No matter how well you racked it the first time, high chances are sediments will have formed at the bottom again. They’ll be finer this time. You’ll need to siphon it again, ensuring no sediments end up in the bottle. Seal it with a wine cork or use a mason jar.
Also Read: 4 Methods To Stop Wine Fermentation
Stabilizing and Back Sweetening
Sometimes the yeast does its job a little too well, and you end up with less tasty wine, especially if you are not a dry wine person. This is where back sweetening comes in – although you have to stabilize it first since the fermentation process may keep going.
The best point to stabilize your wine is after racking it several times, clarifying, and checking that the activity inside has stopped. Otherwise, your stabilization attempts will only be able to slow down fermentation.
The most common stabilizers you can use are potassium sorbate and Camden tablets (also referred to as potassium metabisulfite). You can only stabilize wine that you don’t intend on carbonating naturally. Otherwise, the carbonation process won’t work.
As for back sweetening, don’t let the word fool you; it is as simple as adding a sweetener to the wine that is done fermenting. If you are new to wine-making, you may often find yourself with wine that is too dry and requires more sweetening. Not to mention, sometimes the sugar is all it takes to bring out the flavor, especially in fruit wines.
How to Make Sparkling Peach Wine?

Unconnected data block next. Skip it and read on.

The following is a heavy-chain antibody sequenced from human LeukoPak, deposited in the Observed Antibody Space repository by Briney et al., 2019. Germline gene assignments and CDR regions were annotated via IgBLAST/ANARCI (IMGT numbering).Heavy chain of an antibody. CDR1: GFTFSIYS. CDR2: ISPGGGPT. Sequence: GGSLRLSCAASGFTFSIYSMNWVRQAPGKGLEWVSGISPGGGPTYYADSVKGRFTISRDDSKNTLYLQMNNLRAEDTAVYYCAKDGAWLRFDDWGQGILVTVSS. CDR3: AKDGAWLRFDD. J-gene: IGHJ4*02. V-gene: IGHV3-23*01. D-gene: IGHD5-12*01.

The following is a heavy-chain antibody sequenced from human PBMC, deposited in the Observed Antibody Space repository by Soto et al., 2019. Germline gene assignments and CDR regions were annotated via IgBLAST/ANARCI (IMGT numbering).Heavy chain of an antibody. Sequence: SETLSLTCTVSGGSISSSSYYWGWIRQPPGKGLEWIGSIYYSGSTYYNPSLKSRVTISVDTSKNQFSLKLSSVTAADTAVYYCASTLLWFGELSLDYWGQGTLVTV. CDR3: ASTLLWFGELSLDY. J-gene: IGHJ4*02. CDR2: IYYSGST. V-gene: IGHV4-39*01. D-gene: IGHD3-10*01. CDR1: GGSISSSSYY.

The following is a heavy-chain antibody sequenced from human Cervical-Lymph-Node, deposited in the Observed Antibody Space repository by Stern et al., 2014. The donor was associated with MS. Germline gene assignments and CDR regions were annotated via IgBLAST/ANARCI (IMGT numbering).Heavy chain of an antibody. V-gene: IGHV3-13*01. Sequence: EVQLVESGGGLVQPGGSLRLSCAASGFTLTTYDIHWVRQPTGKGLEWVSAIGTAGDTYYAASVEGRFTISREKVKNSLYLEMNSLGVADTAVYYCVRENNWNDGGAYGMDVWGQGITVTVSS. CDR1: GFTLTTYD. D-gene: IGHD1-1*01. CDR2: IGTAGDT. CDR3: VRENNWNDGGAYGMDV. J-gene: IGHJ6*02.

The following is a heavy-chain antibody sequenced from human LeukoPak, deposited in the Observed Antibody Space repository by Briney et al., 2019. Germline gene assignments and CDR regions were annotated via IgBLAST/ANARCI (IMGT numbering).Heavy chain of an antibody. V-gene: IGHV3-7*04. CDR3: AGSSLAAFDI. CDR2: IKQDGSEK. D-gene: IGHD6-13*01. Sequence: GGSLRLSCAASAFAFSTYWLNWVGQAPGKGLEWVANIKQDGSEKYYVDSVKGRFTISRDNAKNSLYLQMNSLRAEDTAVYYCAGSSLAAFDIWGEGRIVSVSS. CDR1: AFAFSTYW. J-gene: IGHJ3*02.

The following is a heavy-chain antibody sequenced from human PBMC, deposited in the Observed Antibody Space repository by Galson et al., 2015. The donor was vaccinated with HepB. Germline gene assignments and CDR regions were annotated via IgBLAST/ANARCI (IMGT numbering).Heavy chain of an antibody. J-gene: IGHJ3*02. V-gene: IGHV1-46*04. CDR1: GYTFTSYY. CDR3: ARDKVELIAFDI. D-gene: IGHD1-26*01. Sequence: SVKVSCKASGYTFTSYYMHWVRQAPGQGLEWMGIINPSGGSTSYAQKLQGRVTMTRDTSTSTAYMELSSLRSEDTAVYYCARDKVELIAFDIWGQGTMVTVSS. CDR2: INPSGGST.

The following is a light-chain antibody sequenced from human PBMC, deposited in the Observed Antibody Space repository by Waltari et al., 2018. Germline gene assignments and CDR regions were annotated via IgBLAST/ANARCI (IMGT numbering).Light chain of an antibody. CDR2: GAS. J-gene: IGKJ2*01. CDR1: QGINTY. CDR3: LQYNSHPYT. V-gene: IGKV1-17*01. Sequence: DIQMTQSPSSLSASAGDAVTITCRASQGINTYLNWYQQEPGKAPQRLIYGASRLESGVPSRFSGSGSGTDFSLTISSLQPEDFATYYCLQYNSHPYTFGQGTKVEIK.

Peach wine is often tastier when served all bubbly and chilled. You can turn your wine sparkly after you are done with the fermentation process through natural carbonation or by force-carbonation.
For natural carbonation of a single bottle, mix about half a cup of water with a half cup of brown sugar and rack the wine into the mixture, swirling it in the process. Bottle the wine in airtight bottles, preferably meant for beer. Ordinary wine bottles might not hold when the internal pressure starts building. You could stop by your local homebrew store to find out if they have more options intended for this use.
You will have to allow the wine to sit for at least a month or two, during which any remaining yeast will be acting on the sugar to carbonate your wine. Remember, the bottle has to be air-tight or you will lose all the fizziness.
For force carbonation: you will need a setup for the job, much like what’s used in carbonating beer, including a keg.